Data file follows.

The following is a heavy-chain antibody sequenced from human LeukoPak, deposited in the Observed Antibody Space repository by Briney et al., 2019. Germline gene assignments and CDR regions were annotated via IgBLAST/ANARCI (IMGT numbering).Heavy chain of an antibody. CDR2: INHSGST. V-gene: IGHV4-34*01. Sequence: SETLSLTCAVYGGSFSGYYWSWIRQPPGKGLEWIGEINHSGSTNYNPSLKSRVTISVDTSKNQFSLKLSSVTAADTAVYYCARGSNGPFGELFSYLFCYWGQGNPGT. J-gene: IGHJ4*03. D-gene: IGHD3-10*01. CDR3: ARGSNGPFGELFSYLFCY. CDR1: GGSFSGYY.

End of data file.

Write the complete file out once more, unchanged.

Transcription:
The following is a heavy-chain antibody sequenced from human LeukoPak, deposited in the Observed Antibody Space repository by Briney et al., 2019. Germline gene assignments and CDR regions were annotated via IgBLAST/ANARCI (IMGT numbering).Heavy chain of an antibody. CDR2: INHSGST. V-gene: IGHV4-34*01. Sequence: SETLSLTCAVYGGSFSGYYWSWIRQPPGKGLEWIGEINHSGSTNYNPSLKSRVTISVDTSKNQFSLKLSSVTAADTAVYYCARGSNGPFGELFSYLFCYWGQGNPGT. J-gene: IGHJ4*03. D-gene: IGHD3-10*01. CDR3: ARGSNGPFGELFSYLFCY. CDR1: GGSFSGYY.